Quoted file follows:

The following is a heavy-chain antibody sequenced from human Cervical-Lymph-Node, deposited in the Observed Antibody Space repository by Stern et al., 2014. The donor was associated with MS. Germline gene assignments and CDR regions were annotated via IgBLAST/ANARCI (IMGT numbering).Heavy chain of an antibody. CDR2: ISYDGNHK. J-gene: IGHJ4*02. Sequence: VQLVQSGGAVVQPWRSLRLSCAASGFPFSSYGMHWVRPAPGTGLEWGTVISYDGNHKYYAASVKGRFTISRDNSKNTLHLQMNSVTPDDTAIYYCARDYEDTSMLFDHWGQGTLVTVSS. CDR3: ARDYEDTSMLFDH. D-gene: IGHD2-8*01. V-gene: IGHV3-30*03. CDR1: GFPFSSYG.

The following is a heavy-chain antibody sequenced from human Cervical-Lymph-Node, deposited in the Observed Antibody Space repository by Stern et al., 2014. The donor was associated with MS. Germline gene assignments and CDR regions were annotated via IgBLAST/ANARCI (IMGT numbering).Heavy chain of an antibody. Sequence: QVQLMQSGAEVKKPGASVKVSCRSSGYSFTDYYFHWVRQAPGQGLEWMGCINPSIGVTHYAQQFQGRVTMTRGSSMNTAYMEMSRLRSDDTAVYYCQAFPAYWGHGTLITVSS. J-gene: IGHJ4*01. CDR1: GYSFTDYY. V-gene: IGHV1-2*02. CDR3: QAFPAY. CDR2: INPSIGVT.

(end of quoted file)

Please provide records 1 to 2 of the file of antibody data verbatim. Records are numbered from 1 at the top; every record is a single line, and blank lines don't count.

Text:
The following is a heavy-chain antibody sequenced from human Cervical-Lymph-Node, deposited in the Observed Antibody Space repository by Stern et al., 2014. The donor was associated with MS. Germline gene assignments and CDR regions were annotated via IgBLAST/ANARCI (IMGT numbering).Heavy chain of an antibody. CDR2: ISYDGNHK. J-gene: IGHJ4*02. Sequence: VQLVQSGGAVVQPWRSLRLSCAASGFPFSSYGMHWVRPAPGTGLEWGTVISYDGNHKYYAASVKGRFTISRDNSKNTLHLQMNSVTPDDTAIYYCARDYEDTSMLFDHWGQGTLVTVSS. CDR3: ARDYEDTSMLFDH. D-gene: IGHD2-8*01. V-gene: IGHV3-30*03. CDR1: GFPFSSYG.

The following is a heavy-chain antibody sequenced from human Cervical-Lymph-Node, deposited in the Observed Antibody Space repository by Stern et al., 2014. The donor was associated with MS. Germline gene assignments and CDR regions were annotated via IgBLAST/ANARCI (IMGT numbering).Heavy chain of an antibody. Sequence: QVQLMQSGAEVKKPGASVKVSCRSSGYSFTDYYFHWVRQAPGQGLEWMGCINPSIGVTHYAQQFQGRVTMTRGSSMNTAYMEMSRLRSDDTAVYYCQAFPAYWGHGTLITVSS. J-gene: IGHJ4*01. CDR1: GYSFTDYY. V-gene: IGHV1-2*02. CDR3: QAFPAY. CDR2: INPSIGVT.